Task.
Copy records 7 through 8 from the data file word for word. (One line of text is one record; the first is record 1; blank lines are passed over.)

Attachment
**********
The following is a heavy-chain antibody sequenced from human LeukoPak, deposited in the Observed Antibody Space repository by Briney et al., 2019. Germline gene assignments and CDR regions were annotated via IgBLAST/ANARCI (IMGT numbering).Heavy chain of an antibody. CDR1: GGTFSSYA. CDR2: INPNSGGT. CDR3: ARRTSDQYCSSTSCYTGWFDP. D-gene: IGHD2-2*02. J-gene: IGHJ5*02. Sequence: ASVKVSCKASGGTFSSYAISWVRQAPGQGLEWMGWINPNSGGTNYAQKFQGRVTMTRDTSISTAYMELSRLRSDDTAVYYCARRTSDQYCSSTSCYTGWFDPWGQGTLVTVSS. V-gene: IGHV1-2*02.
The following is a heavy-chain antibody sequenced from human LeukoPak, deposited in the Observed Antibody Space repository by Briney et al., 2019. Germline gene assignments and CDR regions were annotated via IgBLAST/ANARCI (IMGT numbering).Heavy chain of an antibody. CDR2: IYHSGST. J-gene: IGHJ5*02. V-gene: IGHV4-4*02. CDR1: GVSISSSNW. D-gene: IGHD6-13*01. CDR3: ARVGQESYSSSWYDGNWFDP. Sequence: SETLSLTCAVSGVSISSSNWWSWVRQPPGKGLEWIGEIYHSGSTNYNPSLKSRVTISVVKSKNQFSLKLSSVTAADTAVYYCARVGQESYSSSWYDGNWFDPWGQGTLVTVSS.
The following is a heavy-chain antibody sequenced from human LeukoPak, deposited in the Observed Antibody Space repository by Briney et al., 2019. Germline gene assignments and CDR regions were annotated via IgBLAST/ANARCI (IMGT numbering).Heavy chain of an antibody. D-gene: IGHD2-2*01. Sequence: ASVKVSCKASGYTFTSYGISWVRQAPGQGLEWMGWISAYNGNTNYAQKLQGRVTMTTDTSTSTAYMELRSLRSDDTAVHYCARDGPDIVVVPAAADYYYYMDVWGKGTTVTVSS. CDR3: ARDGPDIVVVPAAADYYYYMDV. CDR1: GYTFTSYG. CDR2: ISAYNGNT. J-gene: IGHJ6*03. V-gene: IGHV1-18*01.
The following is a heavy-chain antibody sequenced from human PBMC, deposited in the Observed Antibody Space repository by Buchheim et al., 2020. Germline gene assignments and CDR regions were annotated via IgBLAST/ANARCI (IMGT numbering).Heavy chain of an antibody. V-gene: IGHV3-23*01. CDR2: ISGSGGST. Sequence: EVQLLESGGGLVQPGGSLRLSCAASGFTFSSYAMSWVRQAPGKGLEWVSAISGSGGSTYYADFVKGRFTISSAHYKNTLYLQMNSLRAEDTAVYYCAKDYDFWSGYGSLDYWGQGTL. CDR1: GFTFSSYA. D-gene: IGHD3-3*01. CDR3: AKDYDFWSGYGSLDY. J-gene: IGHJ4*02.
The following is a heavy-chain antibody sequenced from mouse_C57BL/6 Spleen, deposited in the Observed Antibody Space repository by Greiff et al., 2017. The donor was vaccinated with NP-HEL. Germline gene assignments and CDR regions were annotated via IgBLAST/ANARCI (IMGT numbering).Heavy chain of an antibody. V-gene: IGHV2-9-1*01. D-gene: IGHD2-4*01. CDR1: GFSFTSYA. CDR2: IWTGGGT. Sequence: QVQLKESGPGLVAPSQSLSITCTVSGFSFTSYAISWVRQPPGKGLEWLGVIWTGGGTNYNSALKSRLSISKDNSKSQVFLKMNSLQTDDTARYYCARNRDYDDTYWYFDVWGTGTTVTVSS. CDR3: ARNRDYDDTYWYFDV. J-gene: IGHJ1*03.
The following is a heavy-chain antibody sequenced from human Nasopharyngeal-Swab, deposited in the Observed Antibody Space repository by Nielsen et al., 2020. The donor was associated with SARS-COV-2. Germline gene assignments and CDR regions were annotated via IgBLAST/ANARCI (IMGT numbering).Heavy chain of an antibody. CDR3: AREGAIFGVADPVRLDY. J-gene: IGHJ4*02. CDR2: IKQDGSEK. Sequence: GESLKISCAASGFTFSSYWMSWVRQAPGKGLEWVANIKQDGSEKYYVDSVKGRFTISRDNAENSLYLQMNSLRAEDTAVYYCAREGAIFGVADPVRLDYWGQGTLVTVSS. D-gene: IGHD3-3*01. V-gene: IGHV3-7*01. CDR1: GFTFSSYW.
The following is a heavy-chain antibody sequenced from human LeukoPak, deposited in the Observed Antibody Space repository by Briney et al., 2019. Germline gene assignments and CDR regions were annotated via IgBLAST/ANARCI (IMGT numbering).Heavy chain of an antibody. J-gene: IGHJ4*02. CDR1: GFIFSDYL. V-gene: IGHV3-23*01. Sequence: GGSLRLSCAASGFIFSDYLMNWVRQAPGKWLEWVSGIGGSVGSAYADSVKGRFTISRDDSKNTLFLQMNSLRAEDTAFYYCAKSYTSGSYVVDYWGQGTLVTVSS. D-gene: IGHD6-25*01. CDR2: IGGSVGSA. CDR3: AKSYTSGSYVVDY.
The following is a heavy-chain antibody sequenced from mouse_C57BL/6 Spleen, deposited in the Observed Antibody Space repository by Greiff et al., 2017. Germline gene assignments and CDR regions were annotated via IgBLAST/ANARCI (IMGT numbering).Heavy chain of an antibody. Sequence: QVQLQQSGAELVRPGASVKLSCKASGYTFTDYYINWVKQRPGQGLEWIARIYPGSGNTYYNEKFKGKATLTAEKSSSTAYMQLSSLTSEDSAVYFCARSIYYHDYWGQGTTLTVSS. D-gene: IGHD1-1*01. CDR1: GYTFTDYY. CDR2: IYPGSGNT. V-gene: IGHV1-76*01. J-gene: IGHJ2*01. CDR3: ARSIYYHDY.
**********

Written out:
The following is a heavy-chain antibody sequenced from human LeukoPak, deposited in the Observed Antibody Space repository by Briney et al., 2019. Germline gene assignments and CDR regions were annotated via IgBLAST/ANARCI (IMGT numbering).Heavy chain of an antibody. J-gene: IGHJ4*02. CDR1: GFIFSDYL. V-gene: IGHV3-23*01. Sequence: GGSLRLSCAASGFIFSDYLMNWVRQAPGKWLEWVSGIGGSVGSAYADSVKGRFTISRDDSKNTLFLQMNSLRAEDTAFYYCAKSYTSGSYVVDYWGQGTLVTVSS. D-gene: IGHD6-25*01. CDR2: IGGSVGSA. CDR3: AKSYTSGSYVVDY.
The following is a heavy-chain antibody sequenced from mouse_C57BL/6 Spleen, deposited in the Observed Antibody Space repository by Greiff et al., 2017. Germline gene assignments and CDR regions were annotated via IgBLAST/ANARCI (IMGT numbering).Heavy chain of an antibody. Sequence: QVQLQQSGAELVRPGASVKLSCKASGYTFTDYYINWVKQRPGQGLEWIARIYPGSGNTYYNEKFKGKATLTAEKSSSTAYMQLSSLTSEDSAVYFCARSIYYHDYWGQGTTLTVSS. D-gene: IGHD1-1*01. CDR1: GYTFTDYY. CDR2: IYPGSGNT. V-gene: IGHV1-76*01. J-gene: IGHJ2*01. CDR3: ARSIYYHDY.